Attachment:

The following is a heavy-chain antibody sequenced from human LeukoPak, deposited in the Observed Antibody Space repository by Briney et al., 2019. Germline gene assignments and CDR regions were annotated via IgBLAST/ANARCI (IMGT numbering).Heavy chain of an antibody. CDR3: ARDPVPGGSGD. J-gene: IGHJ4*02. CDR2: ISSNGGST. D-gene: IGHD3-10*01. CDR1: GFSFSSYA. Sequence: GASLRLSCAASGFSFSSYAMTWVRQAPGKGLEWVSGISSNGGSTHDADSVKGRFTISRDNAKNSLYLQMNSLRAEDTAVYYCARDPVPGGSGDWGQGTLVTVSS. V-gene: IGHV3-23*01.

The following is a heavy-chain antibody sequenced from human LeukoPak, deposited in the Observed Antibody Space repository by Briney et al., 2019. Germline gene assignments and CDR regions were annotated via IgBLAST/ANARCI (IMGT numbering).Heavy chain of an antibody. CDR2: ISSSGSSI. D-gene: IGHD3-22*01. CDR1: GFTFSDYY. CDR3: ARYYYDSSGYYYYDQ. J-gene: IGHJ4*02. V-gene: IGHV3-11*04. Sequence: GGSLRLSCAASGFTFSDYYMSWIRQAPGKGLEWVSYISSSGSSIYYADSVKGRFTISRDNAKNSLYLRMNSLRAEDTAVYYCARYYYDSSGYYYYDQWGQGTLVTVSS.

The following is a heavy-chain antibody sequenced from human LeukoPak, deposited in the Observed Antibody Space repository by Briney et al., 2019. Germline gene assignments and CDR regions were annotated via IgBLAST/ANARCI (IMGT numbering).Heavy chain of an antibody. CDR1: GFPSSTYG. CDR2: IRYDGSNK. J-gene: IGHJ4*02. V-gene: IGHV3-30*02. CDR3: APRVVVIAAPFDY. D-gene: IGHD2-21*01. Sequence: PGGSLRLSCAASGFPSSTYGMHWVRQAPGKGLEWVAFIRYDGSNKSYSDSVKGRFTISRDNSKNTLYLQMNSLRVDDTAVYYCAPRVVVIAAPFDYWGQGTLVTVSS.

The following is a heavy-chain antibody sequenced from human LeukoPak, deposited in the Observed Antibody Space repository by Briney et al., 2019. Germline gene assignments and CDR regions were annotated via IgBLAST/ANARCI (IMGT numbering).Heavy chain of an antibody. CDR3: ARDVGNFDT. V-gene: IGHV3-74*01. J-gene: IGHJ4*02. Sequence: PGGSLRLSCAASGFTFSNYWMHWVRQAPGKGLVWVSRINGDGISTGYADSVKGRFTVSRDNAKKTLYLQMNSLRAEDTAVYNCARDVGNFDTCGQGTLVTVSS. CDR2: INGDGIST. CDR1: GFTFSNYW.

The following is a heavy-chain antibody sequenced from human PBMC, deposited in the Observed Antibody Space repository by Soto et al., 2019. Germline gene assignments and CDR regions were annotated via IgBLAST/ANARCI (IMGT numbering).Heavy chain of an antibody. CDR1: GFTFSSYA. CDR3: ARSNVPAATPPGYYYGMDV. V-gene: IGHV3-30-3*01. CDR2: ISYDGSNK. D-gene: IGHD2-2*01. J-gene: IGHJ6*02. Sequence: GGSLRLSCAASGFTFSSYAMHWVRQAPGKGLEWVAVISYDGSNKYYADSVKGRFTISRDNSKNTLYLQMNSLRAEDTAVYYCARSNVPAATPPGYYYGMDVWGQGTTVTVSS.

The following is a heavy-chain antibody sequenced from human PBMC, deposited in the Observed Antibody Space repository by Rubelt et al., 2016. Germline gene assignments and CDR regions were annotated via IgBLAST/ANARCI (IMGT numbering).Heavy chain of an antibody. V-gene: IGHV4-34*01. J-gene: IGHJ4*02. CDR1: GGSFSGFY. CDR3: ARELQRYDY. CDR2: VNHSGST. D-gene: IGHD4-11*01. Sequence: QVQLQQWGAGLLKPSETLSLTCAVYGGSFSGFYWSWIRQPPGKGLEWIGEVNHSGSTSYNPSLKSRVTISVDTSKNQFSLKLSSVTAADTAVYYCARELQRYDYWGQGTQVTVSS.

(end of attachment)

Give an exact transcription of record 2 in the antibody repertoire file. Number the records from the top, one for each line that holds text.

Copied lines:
The following is a heavy-chain antibody sequenced from human LeukoPak, deposited in the Observed Antibody Space repository by Briney et al., 2019. Germline gene assignments and CDR regions were annotated via IgBLAST/ANARCI (IMGT numbering).Heavy chain of an antibody. CDR2: ISSSGSSI. D-gene: IGHD3-22*01. CDR1: GFTFSDYY. CDR3: ARYYYDSSGYYYYDQ. J-gene: IGHJ4*02. V-gene: IGHV3-11*04. Sequence: GGSLRLSCAASGFTFSDYYMSWIRQAPGKGLEWVSYISSSGSSIYYADSVKGRFTISRDNAKNSLYLRMNSLRAEDTAVYYCARYYYDSSGYYYYDQWGQGTLVTVSS.